With the 43rd selection of the 1982 draft, and with the third pick of the organization’s first-ever draft, the New Jersey Devils handed then 18-year-old Pat Verbeek what would become only the first of many professional hockey jerseys the Canadian would don in his 20-year-long career. The right winger was leaving behind the Sudbury Wolves of the OHL with whom he won the Emms Family Award for Rookie of the Year just one year earlier.
Five years later, Verbeek’s 46 goals in the regular season were pivotal in pushing the team to it’s first-ever playoff run; and it was a run most franchise’s could only dream of. The Devils pushed all the way to the Prince of Wales Conference finals, only to fall to the Boston Bruins in game seven.
The next year wasn’t as successful for the Devils, and after the season, Verbeek was traded to the Hartford Whalers. In his first season as a Whaler, he led the team in goals-scored and was declared the organization’s most valuable player a year later. In just three years with Hartford, Verbeek became the team captain. He spent six years with Hartford, just a year shy of his time spent with New Jersey, and in 1994 traded his Whalers jersey for the red and blue of the New York Rangers.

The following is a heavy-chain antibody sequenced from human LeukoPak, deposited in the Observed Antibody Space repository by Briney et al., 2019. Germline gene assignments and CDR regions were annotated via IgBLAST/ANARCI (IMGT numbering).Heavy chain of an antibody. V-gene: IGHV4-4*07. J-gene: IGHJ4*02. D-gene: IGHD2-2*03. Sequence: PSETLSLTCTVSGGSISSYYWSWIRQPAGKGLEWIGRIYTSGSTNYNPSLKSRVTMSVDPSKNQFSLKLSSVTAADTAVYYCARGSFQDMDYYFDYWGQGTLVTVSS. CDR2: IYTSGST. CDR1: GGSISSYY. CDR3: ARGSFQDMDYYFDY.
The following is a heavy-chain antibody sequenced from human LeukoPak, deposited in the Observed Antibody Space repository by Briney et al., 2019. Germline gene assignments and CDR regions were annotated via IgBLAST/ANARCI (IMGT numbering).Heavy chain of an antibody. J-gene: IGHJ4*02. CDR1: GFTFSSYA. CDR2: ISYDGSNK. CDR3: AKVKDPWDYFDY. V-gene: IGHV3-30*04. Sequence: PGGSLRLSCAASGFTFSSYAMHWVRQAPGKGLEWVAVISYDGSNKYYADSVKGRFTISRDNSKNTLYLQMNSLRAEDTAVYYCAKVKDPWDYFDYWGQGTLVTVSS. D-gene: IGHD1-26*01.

He spent just one full season as a Ranger before joining the Stars organization, signing on as a free agent in 1996. In his three-year stint with Dallas, Verbeek played in 241 regular season games, scored 65 goals, recorded 79 assists and spent a total of 431 minutes in the penalty box. Alongside Brett Hull, Mike Modano, Joe Nieuwendyk, Jere Lehtinen, Sergei Zubov, Darryl Sydor and Derian Hatcher, Verbeek celebrated the organization’s first Stanley Cup Championship in 1999.
He left Dallas for Detroit in 1999 though, where he recorded his 1,000th career point and scored his 500th career goal. He opted to return to Dallas in 2001, finishing out his professional career as a Star.
Since retiring from the game, Verbeek remained a part of the NHL, contributing as a part-time color analyst and talent scout for the Red Wings for eight years. In 2010, he was hired by the Tampa Bay Lightning as the director of professional scouting, and just a year later was name the organization’s Assistant General Manager.